Lewis A. Weiss did not plan on becoming a manufacturing media guru when he woke up in the middle of the night more than four years ago with a vision for a radio show to promote his company, Fairfield-based All Metals & Forge Group. He simply wanted to stay one step ahead of competitors via creative marketing ideas. However, his brain child, Manufacturing Talk Radio, has turned into a weekly podcast that today boasts more than 250 shows (some live) with more than 550,000 listeners (downloads since the first podcast on November 13, 2013) from all over the country and the four corners of the globe.
The shows, which can be accessed at www.mfgtalkradio.com and on YouTube, have turned Weiss and his co-host Tim Grady into manufacturing industry celebrities, as they attend conferences and trade shows throughout the country in their “can’t-be-missed” bright yellow blazers. It may be a throwback to the days of ABC network’s Wide World of Sports, whose announcers wore similar jackets, but the branding works for MTR as the two men gather crowds wherever they go. “I’m not being braggadocios, but the branding thing is incredible,” says Weiss.
However, it’s not the looks, but the content of the shows that are winning Weiss and Grady industry accolades and support from many trade groups and their members. A quick glance on the MTR website reveals podcasts on topics such as: industry reports and forecasts, immigration and workforce issues, education and training, technology, supply chain management, financing, sales and marketing, government regulations, importing and exporting, logistics, etc.
The MTR venture has even expanded to two other shows: “A Global Perspective” and, more recently, “Women and Manufacturing.”
“A Global Perspective” with Dr. Adriana Sanford covers international legal topics that can put US manufacturers, their executives and even their employees at risk of lawsuits, detainment, arrest, fines and severe penalties when laws of one country conflict with those of the US.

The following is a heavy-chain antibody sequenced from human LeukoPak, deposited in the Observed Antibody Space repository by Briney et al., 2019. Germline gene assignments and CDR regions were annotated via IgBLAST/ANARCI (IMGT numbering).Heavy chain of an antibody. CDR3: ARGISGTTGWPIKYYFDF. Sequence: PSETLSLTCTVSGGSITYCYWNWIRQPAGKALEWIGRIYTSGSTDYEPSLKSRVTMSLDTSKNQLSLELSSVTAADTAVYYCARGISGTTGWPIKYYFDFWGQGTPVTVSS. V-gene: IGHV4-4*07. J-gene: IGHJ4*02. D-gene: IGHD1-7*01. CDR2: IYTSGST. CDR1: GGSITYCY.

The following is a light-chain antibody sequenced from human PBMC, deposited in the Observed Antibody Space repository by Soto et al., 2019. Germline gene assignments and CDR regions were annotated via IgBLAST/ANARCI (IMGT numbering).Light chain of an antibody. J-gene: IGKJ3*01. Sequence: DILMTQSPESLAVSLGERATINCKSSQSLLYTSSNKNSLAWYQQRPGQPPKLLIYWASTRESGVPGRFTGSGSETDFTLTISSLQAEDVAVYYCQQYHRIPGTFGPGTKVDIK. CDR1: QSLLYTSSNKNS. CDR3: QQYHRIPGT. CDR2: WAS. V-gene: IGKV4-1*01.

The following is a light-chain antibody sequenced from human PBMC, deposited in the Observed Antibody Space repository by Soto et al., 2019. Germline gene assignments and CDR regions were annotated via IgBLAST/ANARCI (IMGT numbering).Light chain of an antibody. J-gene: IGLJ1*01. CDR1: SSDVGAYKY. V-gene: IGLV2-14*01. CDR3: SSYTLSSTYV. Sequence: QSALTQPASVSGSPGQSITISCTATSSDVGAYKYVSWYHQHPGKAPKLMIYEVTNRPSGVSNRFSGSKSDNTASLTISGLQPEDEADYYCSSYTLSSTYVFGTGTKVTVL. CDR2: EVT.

“Women and Manufacturing” made its debut this past November. The first show featured an interview with Anna Hess, who – at 90 years of age – tells her story as a Rosie the Riveter during World War II. “The point of WAM is to show that women in manufacturing are quite underutilized, and the last time they were of tremendous industry service was during World War II,” Weiss says, explaining why Hess was chosen for the first WAM podcast.
WAM’s seven female hosts (they alternate podcasts) interview leading women in the field who share their experience, encouraging other women to look at the broader landscape of manufacturing, from the loading dock doors to the C-suite and the expanse of jobs and careers.
Sitting in his studio, with vintage microphones juxtaposed with a modern flat screen monitor and other electronic gadgets, Weiss says he has learned a lot about the industry since doing his podcasts. Among the most important facts he notes is the existing skills gap in the industry, coupled with retiring baby boomers, and the myth that manufacturing jobs are going overseas. The job loss, he says, is due to new technology, which is boosting productivity, not employment.
Video will most likely be the next evolution for the show, although MTR has already taken advantage of video in a limited fashion. Weiss envisions simultaneously interviewing multiple guests at different locations via video hookups, similar to TV network news that has multiple participants on screen. He also talks about attracting advertisers to support MTR.
“Someday, this show will be daily,” he proudly predicts.